The Clackamas print. (Oregon City, Oregon) 1989-2019, November 20, 1996, Page 4, Image 4

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    4
The Clackamas Print
Wednesday, November 20,1996
Connection Club offers
networking, friendship
Mairin-Anne Moore
Staff Writer •
A bright new idea from five
students in a leadership class last
year has organized a new connec­
tion club for students.
After brainstorming, Shirley
Quam, Tonya Leikam, Nate Smith,
Taunya Herbor and Gerrie
Zimmerman have come up with a
way for students new and old to
come together and become more
familiar with each other and the
campus.
Tonya Leikam, representa­
tive for the club, told the Print,
“It’s a good way to catch the stu­
dents that slip by us.”
The club benefits new stu­
dents by enabling them to meet
more people and become involved
in the college. The older students
will be able to meet those who
have just joined the college’s en­
rollment and meet those they do
not know who have been here.
Together, students can be a part
of the college’s activities and
know the college better.
No real plans have been set
in stone for the club. Six more stu­
dents are needed to make it an of­
ficial club according to their con­
stitution. Officer positions are up
for grabs.
“Right now we are just look­
ing for input on the direction of
the club and its activities. Then
we will take it from there,” says
Leikam.
No requirements are neces­
sary for those interested in join­
ing. Members may devote as
much time as they desire and there
are no fees.
For those interested in join­
ing, call Advisor Sharon Sample,
or Shirley Quam at the
Ambassador’s office, ext. 2481.
Join us for a celebration to
honor the
ccc
Thursday, Nov. 21
2:30-3:30 p.m.
Gregory Forum
Feature
Cultural understanding highlights
International Club activities
Christina Mueller
Staff Writer
We wonder who the girl is
sitting across from us in class.
She is from another country, but
which one? Why is she here, and
what is her major? These ques­
tions can be answered at one
meeting of the International Club.
The International Club is cur­
rently composed of 22 students
from around the world, including
North American students. The
club helps students to learn about
each other and each other’s coun­
tries in a casual way.
“The International Club usu­
ally focuses on friendship and edu­
cation,” says six-year Club Advi­
sor Ellen Wolfson. Through edu­
cational and recreational activities,
students are establish friendships
and feel more comfortable.
“When they come in they’re
scared, they’re quiet and they don’t
know anybody,” Wolfson adds.
The club participates in a va­
riety of activities that get the stu­
dents acquainted with each other
and allow international students
to see Oregon.
“We usually go to the moun­
tains, beach or both. It intro­
duces them to skiing and the
coast,” Wolfson says.
Celebrating holidays to­
gether is another activity. It pro­
vides a first-hand view of United
States culture for international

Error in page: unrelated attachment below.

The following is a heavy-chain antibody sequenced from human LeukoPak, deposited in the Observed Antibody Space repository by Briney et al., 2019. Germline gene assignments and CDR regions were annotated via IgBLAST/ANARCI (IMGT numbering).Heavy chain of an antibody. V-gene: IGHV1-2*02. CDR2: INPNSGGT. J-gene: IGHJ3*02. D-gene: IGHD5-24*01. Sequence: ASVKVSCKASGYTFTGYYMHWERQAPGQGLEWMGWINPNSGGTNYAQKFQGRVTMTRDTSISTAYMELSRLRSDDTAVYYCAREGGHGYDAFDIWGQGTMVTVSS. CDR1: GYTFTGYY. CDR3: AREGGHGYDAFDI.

students and, in turn, gives North
American students an opportunity
to learn about other cultures.
“It’s not like we just get to­
gether, turn up the radio and eat
chips,” explains Wolfson. ‘We play
a lot of warm-up games.”
This summer the International
Club -- along with other students,
staff and community members —
will take a trip to Latin America in
order to learn Spanish. They will
live with families and go to school.
Brochures and additional informa­
tion on the trip will be coming
soon.
This year the majority of in­
ternational students are from Ja­
pan. In the past, there have been
students from Africa, Europe and
Latin America.
From which countries students
come “depends on the world and its
state of affairs,” says Wolfson. No
matter which country they are from,
international students usually start
out with general studies, and then go
into business.
Students from other coun­
tries often choose Clackamas
rather than a four-year college be­
cause, “They want to try out their
English for two years before trans­
ferring to a four-year school,” says
Wolfson.
You have probably wondered
how international students end up
at Clackamas from sometimes clear
across the world.
“One way is word of mouth,”
Wolfson explains.
The small school and rural
setting is appealing to many stu­
dents.
“International students tend
to live in a variety of places,”
Wolfson says.
They either live in an apart­
ment alone or with another student,
but seldom with host families,
which makes it hard for them to
meet North Americans.
Wolfson feels strongly that
North American students should
take the time to get to know the
international students.
“Ever since I was little I was
encouraged to be around people
that have differences from, each
other,” Wolfson says.
Advising the club is a per­
sonal experience for Wolfson.
“My heart feels fuller. It’s fun,
and it makes me feel like I’m making
a difference in the world, not just
Clackamas,” she says.
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